Welcome to Eureka Street

back to site


On tolerance and terrorism

  • 16 November 2015

For many of us on getting up on Saturday, hearing the news of the attacks in Paris caused again a note of fear or frustration. Be it in Iraq or London or Bali, or the steps of an office in Parramatta, or a plane blown up mid-air, such violence has too often become part of life. 

The forces of violent intolerance appear to be on the rise in many parts of the world. The Middle East, parts of Africa, and the Ukraine feature almost daily in the news. We struggle too, with the appropriate response to such violence, balancing security with civil rights, taking the fight to its bases, while addressing the causes of such violence.

In many of these conflicts religious difference constitutes an important element in the conflict. Some commentators point to religion as the cause of many of humankind's wars. In a sense they are correct, as they would be also if they ascribed war to humankind's quest for liberty, equality, justice, or even love. It is a paradox of the human condition that that which is noblest in the human often gives way to violence and intolerance.

This of course does not negate the value of justice or liberty, any more than it does of religion. Christians look to the reality of sin and its impact on our humanity as the explanation for this paradox.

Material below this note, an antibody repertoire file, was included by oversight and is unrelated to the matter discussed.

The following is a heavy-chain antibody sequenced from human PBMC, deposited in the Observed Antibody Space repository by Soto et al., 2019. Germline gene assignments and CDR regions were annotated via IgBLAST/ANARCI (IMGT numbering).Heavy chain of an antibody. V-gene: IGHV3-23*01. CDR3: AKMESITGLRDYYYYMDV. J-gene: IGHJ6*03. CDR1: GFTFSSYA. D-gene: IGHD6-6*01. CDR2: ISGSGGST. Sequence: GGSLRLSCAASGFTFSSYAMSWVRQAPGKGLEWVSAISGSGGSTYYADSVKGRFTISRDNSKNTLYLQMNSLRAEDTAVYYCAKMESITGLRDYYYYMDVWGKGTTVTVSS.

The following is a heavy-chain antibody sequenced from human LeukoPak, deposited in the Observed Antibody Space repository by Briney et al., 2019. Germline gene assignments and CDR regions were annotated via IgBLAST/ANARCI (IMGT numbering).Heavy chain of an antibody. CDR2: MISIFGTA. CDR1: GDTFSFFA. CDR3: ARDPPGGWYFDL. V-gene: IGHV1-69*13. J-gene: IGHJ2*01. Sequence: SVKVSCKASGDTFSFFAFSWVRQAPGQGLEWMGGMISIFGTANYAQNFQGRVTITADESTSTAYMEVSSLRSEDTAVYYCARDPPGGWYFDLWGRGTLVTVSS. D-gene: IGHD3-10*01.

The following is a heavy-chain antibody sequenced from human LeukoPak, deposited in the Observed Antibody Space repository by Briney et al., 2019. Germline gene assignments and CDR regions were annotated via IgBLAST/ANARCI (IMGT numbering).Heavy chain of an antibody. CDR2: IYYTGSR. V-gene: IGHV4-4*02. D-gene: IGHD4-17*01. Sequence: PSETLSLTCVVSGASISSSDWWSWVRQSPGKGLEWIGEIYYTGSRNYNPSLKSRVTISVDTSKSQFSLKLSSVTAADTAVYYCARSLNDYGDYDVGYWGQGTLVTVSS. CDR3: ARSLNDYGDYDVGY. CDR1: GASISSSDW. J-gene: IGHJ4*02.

Naturally enough our media is full of commentary and reactions to the events in Paris. How are we supposed to react to such an attack? I was struck by a post of a student on Facebook. Cormac wrote:

'Today is a day where we need to refrain from accusing Islam and Muslim people in general for being people of hatred, terror and violence, because they most definitely are not.

'Today is a day where need to show to the disgusting human beings who committed these atrocious acts, and who do not represent the values of Islam and the Muslim community in any way, shape or form, that we will not allow for hatred, terror and violence to breed further hatred, terror and violence.

'Today is a day where need to showcase our solidarity as a society and as a people.

'So please, I beg of you, do not point the finger at Islam, point the finger at the evil people who were truly behind these attacks. The evil people whose only true faith is in the power of terror and violence.